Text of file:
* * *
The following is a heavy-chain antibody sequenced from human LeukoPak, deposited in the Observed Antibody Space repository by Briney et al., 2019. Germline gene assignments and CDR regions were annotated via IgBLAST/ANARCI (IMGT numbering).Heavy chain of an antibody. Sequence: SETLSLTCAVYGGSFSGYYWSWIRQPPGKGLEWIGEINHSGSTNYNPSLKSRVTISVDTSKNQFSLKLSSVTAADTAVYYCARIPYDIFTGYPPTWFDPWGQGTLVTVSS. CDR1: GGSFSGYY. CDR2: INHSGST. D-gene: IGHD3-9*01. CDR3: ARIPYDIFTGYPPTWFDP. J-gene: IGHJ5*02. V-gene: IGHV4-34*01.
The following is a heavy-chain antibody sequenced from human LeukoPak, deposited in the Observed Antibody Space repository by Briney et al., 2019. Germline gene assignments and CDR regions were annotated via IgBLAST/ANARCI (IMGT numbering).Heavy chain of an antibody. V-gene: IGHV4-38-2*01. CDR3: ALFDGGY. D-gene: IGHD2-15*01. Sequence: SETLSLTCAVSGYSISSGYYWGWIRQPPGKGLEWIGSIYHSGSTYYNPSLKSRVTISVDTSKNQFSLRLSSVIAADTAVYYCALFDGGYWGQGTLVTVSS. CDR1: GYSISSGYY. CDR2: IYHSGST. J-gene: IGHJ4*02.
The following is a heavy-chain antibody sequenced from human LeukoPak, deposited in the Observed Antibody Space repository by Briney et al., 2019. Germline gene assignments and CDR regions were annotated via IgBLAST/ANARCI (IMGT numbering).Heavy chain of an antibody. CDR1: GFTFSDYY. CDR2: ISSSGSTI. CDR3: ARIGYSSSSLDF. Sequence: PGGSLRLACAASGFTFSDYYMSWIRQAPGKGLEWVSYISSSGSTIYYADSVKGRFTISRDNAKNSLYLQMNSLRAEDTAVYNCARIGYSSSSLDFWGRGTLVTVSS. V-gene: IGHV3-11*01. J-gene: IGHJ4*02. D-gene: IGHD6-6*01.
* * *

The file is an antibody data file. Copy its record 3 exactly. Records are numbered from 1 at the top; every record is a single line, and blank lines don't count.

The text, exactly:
The following is a heavy-chain antibody sequenced from human LeukoPak, deposited in the Observed Antibody Space repository by Briney et al., 2019. Germline gene assignments and CDR regions were annotated via IgBLAST/ANARCI (IMGT numbering).Heavy chain of an antibody. CDR1: GFTFSDYY. CDR2: ISSSGSTI. CDR3: ARIGYSSSSLDF. Sequence: PGGSLRLACAASGFTFSDYYMSWIRQAPGKGLEWVSYISSSGSTIYYADSVKGRFTISRDNAKNSLYLQMNSLRAEDTAVYNCARIGYSSSSLDFWGRGTLVTVSS. V-gene: IGHV3-11*01. J-gene: IGHJ4*02. D-gene: IGHD6-6*01.